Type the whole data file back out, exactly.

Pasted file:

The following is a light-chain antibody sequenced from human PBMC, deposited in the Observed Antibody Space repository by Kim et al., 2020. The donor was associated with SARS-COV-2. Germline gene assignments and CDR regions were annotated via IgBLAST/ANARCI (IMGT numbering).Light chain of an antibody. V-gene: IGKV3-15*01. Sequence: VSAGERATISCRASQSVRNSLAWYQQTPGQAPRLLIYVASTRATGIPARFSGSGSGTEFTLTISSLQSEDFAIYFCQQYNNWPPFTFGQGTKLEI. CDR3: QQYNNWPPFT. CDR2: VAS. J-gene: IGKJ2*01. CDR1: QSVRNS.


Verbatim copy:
The following is a light-chain antibody sequenced from human PBMC, deposited in the Observed Antibody Space repository by Kim et al., 2020. The donor was associated with SARS-COV-2. Germline gene assignments and CDR regions were annotated via IgBLAST/ANARCI (IMGT numbering).Light chain of an antibody. V-gene: IGKV3-15*01. Sequence: VSAGERATISCRASQSVRNSLAWYQQTPGQAPRLLIYVASTRATGIPARFSGSGSGTEFTLTISSLQSEDFAIYFCQQYNNWPPFTFGQGTKLEI. CDR3: QQYNNWPPFT. CDR2: VAS. J-gene: IGKJ2*01. CDR1: QSVRNS.